First is an eye flutter as someone begins to enter hypnosis. The eyes actually make rapid up and down movements. Occasionally a client will mention noticing it. At a much deeper level the eyes move, but side to side in a rolling manner. The eyes and the inner eyelids turn pink or red. I often instruct my clients to open their eyes as they are being inducted. I use this both as a deepener and to look at their eyes. When I awaken my clients I always give them a suggestion that their eyes feel clear and fresh. I have never seen the slightest pink in the eyes of someone awakening, even if they happen
to be a little groggy at the time.

Another cue is what is known as the Hypnotic Mask.

The Hypnotic mask is a relaxed but focused expression on their face. How quickly or slowly a client reacts when I give them a suggestion that requires them to move is another indicator. When I ask them to speak, they will usually move their mouth around as if they have a very dry mouth before they attempt to speak. The sound of their voice also tells me a lot about their state of hypnosis. If they speak in a very chirpy alert voice, I will deepen them more, even if they have every other appearance of being deeply hypnotized.

Just the act of speaking in an alert manner will bring the client up.

There are many other cues that hypnotherapists can use to identify depth.
A man named Harry Aron developed a depth scale that is used often in hypnotherapy training.
It identifies 6 levels (some of the depth scales list as many as 50 levels).
What is listed here can be used to identify depth, to increase depth, and can sometimes be used as a therapeutic tool.

I have copied the scale and descriptions from Joshua Houghton, Cht.

Stage 1: HYPNOIDAL – Very light stage of hypnosis in which most clients don’t feel hypnotized.
The majority of people feel completely awake. Two types of HYPNOIDAL states are Hypnopompic and Hypnagogic. Hypnopompic is the state before waking up in the morning and Hypnagogic is the state right before falling asleep at night. Eye catalepsy is present at this stage. (Hypnotic catalepsy is a muscular rigidity that is usually produced in the arm, often in the eyelids and at other times in the fingers or even the entire body.)

A lot can be accomplished in this 1st stage.

Stage 2: A more relaxed state where larger muscle groups can be controlled and manipulated
such as Arm Catalepsy. Your power of critical reasoning starts to become impaired.

Stage 3: You get fairly complete control of your entire muscular system. Most people won’t be able to articulate a number, stuck to a chair, can’t walk and have even partial analgesia.

Stage 4: In this stage you start to produce greater phenomena and is known as the beginning of the amnesic stages. The client will actually forget items such as their name, number, address and other items. Glove analgesia and feeling touch, but no discomfort.

Stage 5: This is considered the start of somnambulism.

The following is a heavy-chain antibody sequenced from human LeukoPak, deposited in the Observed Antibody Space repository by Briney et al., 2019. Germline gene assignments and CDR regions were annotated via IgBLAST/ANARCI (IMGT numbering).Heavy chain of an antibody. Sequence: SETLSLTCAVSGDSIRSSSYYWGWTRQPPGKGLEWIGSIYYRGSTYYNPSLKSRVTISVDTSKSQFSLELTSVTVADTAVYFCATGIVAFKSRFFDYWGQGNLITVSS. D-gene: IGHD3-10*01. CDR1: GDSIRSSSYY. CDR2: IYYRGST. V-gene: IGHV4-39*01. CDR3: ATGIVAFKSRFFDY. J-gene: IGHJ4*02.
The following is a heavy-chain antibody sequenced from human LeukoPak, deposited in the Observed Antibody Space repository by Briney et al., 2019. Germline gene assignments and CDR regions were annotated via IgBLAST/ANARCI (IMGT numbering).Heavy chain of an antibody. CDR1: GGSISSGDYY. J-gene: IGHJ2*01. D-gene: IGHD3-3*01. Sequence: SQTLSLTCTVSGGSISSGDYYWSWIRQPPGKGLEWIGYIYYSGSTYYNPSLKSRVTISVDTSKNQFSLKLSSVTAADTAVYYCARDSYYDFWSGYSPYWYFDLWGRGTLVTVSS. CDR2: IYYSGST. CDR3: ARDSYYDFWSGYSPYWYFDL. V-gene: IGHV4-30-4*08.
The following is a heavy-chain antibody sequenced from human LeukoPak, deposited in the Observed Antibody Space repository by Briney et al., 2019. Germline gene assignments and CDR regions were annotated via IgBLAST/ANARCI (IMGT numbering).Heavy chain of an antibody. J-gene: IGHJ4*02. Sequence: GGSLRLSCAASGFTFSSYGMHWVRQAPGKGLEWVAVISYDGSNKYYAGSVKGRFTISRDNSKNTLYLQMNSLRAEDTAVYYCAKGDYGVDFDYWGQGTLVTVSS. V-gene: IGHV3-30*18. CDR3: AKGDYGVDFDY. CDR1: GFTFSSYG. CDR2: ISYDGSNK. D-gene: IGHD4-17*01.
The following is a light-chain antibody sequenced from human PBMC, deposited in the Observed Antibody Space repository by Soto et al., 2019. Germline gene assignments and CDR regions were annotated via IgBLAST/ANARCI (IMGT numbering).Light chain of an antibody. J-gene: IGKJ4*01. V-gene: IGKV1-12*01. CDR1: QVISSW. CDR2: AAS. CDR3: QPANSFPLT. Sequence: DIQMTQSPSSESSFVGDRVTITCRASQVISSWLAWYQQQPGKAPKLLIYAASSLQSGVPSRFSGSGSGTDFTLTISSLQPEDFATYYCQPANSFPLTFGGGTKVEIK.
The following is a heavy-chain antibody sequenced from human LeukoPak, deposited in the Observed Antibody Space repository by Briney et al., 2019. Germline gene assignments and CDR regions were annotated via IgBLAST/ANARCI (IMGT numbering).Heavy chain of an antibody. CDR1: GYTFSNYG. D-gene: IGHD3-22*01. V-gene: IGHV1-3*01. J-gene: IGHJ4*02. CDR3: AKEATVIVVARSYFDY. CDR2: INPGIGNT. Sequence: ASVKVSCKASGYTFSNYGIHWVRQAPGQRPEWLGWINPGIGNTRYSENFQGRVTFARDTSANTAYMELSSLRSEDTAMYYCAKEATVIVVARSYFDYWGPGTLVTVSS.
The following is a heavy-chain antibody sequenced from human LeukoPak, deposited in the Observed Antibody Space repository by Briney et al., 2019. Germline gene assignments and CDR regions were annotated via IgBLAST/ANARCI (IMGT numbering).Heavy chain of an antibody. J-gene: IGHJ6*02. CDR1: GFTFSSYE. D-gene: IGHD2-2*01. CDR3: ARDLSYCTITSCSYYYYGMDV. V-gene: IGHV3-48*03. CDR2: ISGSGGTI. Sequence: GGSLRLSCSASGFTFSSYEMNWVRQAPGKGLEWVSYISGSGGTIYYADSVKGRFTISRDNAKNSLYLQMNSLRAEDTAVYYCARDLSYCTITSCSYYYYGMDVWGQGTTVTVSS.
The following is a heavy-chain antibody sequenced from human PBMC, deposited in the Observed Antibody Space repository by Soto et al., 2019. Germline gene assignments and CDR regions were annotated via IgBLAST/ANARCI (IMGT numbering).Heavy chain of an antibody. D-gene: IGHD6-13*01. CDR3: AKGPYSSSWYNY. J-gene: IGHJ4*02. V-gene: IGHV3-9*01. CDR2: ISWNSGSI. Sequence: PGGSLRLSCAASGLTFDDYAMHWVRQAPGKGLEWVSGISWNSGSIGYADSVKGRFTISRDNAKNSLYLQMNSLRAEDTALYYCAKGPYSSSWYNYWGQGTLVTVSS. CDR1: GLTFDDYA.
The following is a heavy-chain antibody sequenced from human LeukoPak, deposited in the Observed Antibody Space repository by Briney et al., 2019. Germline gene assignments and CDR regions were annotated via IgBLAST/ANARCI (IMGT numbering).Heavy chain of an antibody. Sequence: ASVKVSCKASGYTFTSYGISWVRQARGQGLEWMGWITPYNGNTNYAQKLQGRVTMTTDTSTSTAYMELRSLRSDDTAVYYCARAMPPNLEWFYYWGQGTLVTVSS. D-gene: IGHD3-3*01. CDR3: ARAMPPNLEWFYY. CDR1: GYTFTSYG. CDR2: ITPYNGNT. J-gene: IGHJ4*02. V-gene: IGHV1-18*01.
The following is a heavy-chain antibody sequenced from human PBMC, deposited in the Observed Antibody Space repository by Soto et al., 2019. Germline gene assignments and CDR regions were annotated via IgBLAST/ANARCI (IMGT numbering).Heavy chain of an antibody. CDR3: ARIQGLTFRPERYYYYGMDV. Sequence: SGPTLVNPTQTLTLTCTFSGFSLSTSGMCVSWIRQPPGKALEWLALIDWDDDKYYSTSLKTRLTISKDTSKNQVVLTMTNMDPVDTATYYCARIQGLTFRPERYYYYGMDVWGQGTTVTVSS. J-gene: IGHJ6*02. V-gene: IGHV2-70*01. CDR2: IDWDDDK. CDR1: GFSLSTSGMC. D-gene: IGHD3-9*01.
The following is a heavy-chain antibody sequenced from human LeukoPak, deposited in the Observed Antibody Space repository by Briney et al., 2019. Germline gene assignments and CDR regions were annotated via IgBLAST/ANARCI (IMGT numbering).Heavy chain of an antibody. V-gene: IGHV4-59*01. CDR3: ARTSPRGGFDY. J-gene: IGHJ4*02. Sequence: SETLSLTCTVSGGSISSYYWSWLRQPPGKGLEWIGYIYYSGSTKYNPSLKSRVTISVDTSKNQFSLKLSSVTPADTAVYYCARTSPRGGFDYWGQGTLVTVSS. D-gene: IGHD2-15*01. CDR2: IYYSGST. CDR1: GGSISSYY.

You get cool stuff like complete anesthesia and experience the ability to neither feel discomfort or touch.
A lot of different pain control techniques can be used in this stage as well. You can also experience what is called Positive Hallucinations which means you can see and hear things which do not actually exist. You can also experience real Age Regression in this state, not just remembering the past.

Stage 6: This is the next level of Profound Somnambulism.
You can experience negative hallucinations which means you won’t see or hear things that actually do exist.
So what a client is able to do helps me identify depth. If I am still unsure, I have an ace up my sleeve. I can ask the client how deep they are, and am usually able to receive a very accurate answer, even if the client has never experienced hypnosis before.
The trick is in knowing how to ask, and in watching the cues to make sure that the answer is coming from the subconscious mind and not the conscious mind.

But that’s a whole ‘nother blog entry.

I have a long list of things to look for to gauge the depth of a client’s hypnosis, as well as many tools to get him or her there. But every person is different, and so I look at many cues before I feel I can be sure a client is at the appropriate depth. This makes gauging depth somewhat of an art as opposed to a science, something that a hypnotherapist improves upon with experience.

That may be changing in the future.

Recently I listened to some of the top hypnotherapists in the field answering the question ‘What do you think will be happening to the hypnotherapy field in the next ten years?’ One of the speakers mentioned the use of medical equipment to gauge depth. He was referring to an EEG machine, which measures brain waves. As we enter different states, our brains emit waves on different wavelengths. Through the use of this machine we can pinpoint an exact state of depth as well as identify that small percentage of the population that lack the cognitive framework to be hypnotized. There are some therapeutic reasons for utilizing an EEG machine.

It is used in Biofeedback, a modality that has had some success in training people to increase their Theta waves. Biofeedback is very promising
in assisting people struggling with many issues, such as alcohol addiction, ADD, ADHD, epilepsy, and others. Some hypnotherapists, as well as psychologists are adding biofeedback to their tool-chest, and we could well see its use in pinpointing exact states of hypnosis grow as well.

And then, when a hypnotherapist takes a client out of a very deep state of hypnosis and the client says “I don’t think I was really hypnotized.”, there would scientific proof of the brain state.